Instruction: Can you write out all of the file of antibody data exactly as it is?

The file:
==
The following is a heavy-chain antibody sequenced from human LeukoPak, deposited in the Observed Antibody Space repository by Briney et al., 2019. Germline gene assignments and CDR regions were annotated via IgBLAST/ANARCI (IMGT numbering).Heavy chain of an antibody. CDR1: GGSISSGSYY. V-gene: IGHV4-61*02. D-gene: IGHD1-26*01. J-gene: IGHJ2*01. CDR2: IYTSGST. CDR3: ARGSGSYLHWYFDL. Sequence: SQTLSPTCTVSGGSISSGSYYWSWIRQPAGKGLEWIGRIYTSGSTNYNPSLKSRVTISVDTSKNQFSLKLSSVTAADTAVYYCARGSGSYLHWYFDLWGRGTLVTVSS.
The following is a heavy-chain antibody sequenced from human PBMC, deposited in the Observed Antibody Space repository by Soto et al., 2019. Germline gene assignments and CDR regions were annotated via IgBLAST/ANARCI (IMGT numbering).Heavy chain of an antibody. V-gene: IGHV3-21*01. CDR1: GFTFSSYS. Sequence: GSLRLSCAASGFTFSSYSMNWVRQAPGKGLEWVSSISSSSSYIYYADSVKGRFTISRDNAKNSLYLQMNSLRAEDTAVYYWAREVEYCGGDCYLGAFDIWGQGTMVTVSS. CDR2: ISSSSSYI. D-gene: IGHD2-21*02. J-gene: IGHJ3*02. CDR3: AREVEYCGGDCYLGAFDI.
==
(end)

The following is a heavy-chain antibody sequenced from human LeukoPak, deposited in the Observed Antibody Space repository by Briney et al., 2019. Germline gene assignments and CDR regions were annotated via IgBLAST/ANARCI (IMGT numbering).Heavy chain of an antibody. CDR1: GGSISSGSYY. V-gene: IGHV4-61*02. D-gene: IGHD1-26*01. J-gene: IGHJ2*01. CDR2: IYTSGST. CDR3: ARGSGSYLHWYFDL. Sequence: SQTLSPTCTVSGGSISSGSYYWSWIRQPAGKGLEWIGRIYTSGSTNYNPSLKSRVTISVDTSKNQFSLKLSSVTAADTAVYYCARGSGSYLHWYFDLWGRGTLVTVSS.
The following is a heavy-chain antibody sequenced from human PBMC, deposited in the Observed Antibody Space repository by Soto et al., 2019. Germline gene assignments and CDR regions were annotated via IgBLAST/ANARCI (IMGT numbering).Heavy chain of an antibody. V-gene: IGHV3-21*01. CDR1: GFTFSSYS. Sequence: GSLRLSCAASGFTFSSYSMNWVRQAPGKGLEWVSSISSSSSYIYYADSVKGRFTISRDNAKNSLYLQMNSLRAEDTAVYYWAREVEYCGGDCYLGAFDIWGQGTMVTVSS. CDR2: ISSSSSYI. D-gene: IGHD2-21*02. J-gene: IGHJ3*02. CDR3: AREVEYCGGDCYLGAFDI.